22/10/2015

CHICKPEA GARLIC PASTA W/ LEEK & BASIL


End of September I asked my kids, if they wanted to do Lihaton Lokakuu, meat free October, this year. Happily they replied yes, but on one condition. I'd need to promise, I was not going to make a carrot & macaroni casserole I did couple years back during the same meatless month. They are apparently still traumatized by it.

This veggie pasta dish didn't seem to cause any serious consequences. They liked it. A lot.


CHICKPEA GARLIC PASTA W/ LEEK & BASIL

250g chickpeas (canned)
3-4 garlic cloves
1 big leek
1 dl olive oil
1/4 tl salt
black pepper
basil
parmesan
(350g spaghetti)
  1. Rinse & drain chickpeas. Peel and thinly slice garlic cloves. Chop leek in 1 cm rounds.
  2. Heat olive oil on a pan, add garlics and leek and lower the temperature. Sauté on really low temp until soft, don't fry or burn. (Cook spaghetti in the meanwhile.)
  3. Add chickpeas, heat up, add salt & ground pepper to taste.
  4. Mix with cooked spaghetti, serve with fresh basil & parmesan.


09/10/2015

HELSINKI BALTIC HERRING MARKET 2015


You've got exactly two days left to visit Helsinki's Baltic Herring Market. The fishermen are selling their goodies on the docks of the Market Square until tomorrow.


On Friday the sale of dozens of different style marinated Baltic herrings, pickled cucumbers and black archipelago bread goes until 19.00, but the fun ain't over by then: Marketplace dance with a live dance orchestra and a dj goes on until 22.00.


If you haven't danced all night, you can kick off your market day on Saturday already at 7.00. Or then sleep in and go a bit later. Still early enough to make a day's catch, since by 15.00 everything should be sold.

Taking kids to Baltic Herring Market is a good thing anyway, but on Saturday there's also gonna be a balloon workshop, fishing for kids and a herring disco!


Go & enjoy. Sun is supposed to be shining the whole weekend through!



Didn't know that Jack Sparrow eats smoked lampreys too.


Helsinki Baltic Herring Market: www.stadinsilakkamarkkinat.fi
Friday's marketplace dance event in fb: www.facebook.com/events/1639927022950368/
Saturday's kids' event in fb: www.facebook.com/events/945528122156965/

01/10/2015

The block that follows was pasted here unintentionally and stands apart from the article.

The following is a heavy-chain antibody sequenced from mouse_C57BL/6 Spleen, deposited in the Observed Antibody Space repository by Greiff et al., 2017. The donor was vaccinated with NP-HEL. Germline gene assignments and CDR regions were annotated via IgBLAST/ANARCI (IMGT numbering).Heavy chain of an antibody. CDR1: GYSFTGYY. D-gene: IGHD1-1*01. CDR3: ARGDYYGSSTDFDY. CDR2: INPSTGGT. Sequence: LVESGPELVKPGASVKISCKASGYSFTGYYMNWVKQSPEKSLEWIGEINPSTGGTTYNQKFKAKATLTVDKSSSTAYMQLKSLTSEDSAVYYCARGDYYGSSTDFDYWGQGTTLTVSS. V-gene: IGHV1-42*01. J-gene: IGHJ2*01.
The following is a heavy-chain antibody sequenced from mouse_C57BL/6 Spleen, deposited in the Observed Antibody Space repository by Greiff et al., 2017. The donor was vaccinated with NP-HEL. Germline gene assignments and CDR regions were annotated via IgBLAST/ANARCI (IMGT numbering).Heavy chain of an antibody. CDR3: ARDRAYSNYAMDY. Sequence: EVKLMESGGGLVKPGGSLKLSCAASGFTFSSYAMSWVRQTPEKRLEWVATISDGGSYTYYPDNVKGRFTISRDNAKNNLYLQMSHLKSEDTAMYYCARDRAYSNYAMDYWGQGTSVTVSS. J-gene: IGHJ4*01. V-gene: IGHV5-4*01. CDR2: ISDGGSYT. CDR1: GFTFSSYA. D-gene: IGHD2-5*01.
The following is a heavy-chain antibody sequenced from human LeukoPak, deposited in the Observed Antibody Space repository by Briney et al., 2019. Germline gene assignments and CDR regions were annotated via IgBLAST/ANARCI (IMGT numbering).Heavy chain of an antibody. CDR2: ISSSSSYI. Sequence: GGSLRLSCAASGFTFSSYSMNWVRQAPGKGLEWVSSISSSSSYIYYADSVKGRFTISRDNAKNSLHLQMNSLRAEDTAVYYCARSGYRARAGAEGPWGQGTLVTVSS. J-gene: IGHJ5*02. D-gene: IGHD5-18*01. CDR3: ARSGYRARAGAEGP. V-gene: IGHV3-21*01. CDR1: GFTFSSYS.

SATOKAUSIKALENTERI - A GUIDE TO SEASONAL VEGETABLE USE IN THE LAND OF THOUSAND LAKES & FOUR SEASONS


According to the Köppen climate classification, Finland’s climate is subarctic: Severe winter, no dry season, cool summer. I bet that in Anchorage, Alaska, which is in the same climate category, the locally produced tomato doesn’t taste much better in January as it does here.

Environment surely doesn’t like the tomatoes produced in the heated and lighted energy guzzling greenhouses either, nor the ones flown in from sunny Spain. From the ecological point of view, consuming in-season vegetables & fruits that have been transported from a short distance would be the best thing to do. If you happen to hate the nature, you can also choose to use seasonal veggies for the sake of better taste, higher nutritional value, or money. Yep, you heard me right. They tend to be cheaper when in season.

However, up at this latitude, the growing season isn’t too long. That means we need to get creative. Like turn cucumbers into pickles and berries into jam. Gladly our ancestors already realized how well some vegetables survive throughout the long winter when stored wisely, so we can still call the many-month-old beetroot a seasonal vegetable in the middle of February.

But sometimes we need nutrition supplements. Like a piece of fruit, that just doesn’t grow in places like Finland. Or even Sweden. An exotic fruit. Like a kiwi. Did you know that kiwi fruit for us Finns is actually in season from December to April, when you find Italian and Greek kiwis in you local supermarket? Otherwise they are mainly the ones that have made their looooong journey all the way from New Zealand.

Or our new national fruit, avocado? It has it’s seasons too, believe or not. European ones are sold from November to March. See, shorter distance then from Peru!

Among many other things, the kiwi and avocado trivia I learned from the 2016 edition of Satokausikalenteri, a guide to seasonal vegetable use. A guide that I think every food eating Finn should read through.

Order yours at www.satokausikalenteri.fi

The guide was received from Satokausikalenteri